# Sequentially Shrinking Quota

**Sequentially Shrinking Quota** (**SSQ**) is a sequential Multi-Winner Cardinal voting system built on Score voting ballots. It is a modification to Sequentially Spent Score designed to limit cases of free-riding. ^{[1]}

## Definition

All ballots initially start as having weight 1, and the quota is initially set at the Hare quota.

The score each ballot contributes to a candidate in a particular round is equal to the weight times the score given for the "weighted" variant, and min{Max Score*weight, score given} for the capped variant. If there is a candidate (or multiple candidates) who exceeds the quota, then the candidate with the highest score in this round is elected, and the reweighting step is applied. If no candidate meets the quota, then a smaller quota size is chosen so that if all of the previous reweighting steps are recalculated for this smaller quota size (maintaining the prior order of election), then one candidate will be able to meet the new quota. This candidate is selected next.

##### Reweighting Step

Each round, a ballot loses weight equal to (Score contributed to the candidate elected this round / Max score) * (Quota / Total Score for that candidate this round).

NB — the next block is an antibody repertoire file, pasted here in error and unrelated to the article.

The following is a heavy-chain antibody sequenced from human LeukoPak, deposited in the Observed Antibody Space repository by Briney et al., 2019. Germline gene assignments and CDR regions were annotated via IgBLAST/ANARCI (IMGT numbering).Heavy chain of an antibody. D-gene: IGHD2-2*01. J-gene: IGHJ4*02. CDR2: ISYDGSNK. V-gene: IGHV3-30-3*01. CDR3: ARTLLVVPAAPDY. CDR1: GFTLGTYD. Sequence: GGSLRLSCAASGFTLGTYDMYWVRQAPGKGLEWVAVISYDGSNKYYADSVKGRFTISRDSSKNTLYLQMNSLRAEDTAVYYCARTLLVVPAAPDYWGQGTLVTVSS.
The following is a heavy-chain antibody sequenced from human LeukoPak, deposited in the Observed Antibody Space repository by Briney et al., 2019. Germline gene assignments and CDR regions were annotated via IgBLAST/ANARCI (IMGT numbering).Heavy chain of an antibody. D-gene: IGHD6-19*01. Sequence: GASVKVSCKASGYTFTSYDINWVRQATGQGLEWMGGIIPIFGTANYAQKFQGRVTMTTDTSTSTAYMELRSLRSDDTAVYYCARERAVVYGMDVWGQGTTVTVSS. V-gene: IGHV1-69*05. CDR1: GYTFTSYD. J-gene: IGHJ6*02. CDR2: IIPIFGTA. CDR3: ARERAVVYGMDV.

## Notes

SSQ decays into D'Hondt in the party list case. This is because it essentially searches for the highest divisor that each party can pay for its seats. 2-seat party list example:

30 A 14 B

The Hare quota is 22 ((30+14=44)/2). A has the most votes and gets the first seat, and then is left with 30-22=8 votes. So it becomes

8 A 14 B

Since no party can get 22 votes now, we look for the largest quota that anyone can pay now if earlier winners (the one A candidate) had paid that same amount. We end up finding that if the quota is shrunken to 15:

15 A (8 original votes + (22 (old quota) - 15 (shrunken quota) = 7 restored votes)) 14 B

A has the most votes, so they take the second seat, resulting in a winner set of (2 A) i.e. (A, A). This is a notable contrast to most Hare quota-based methods that reduce to largest remainder methods, such as regular Sequentially Spent Score, which would've stopped at the second round, seen that B had 14 votes to A's 8, and thus elected (A, B).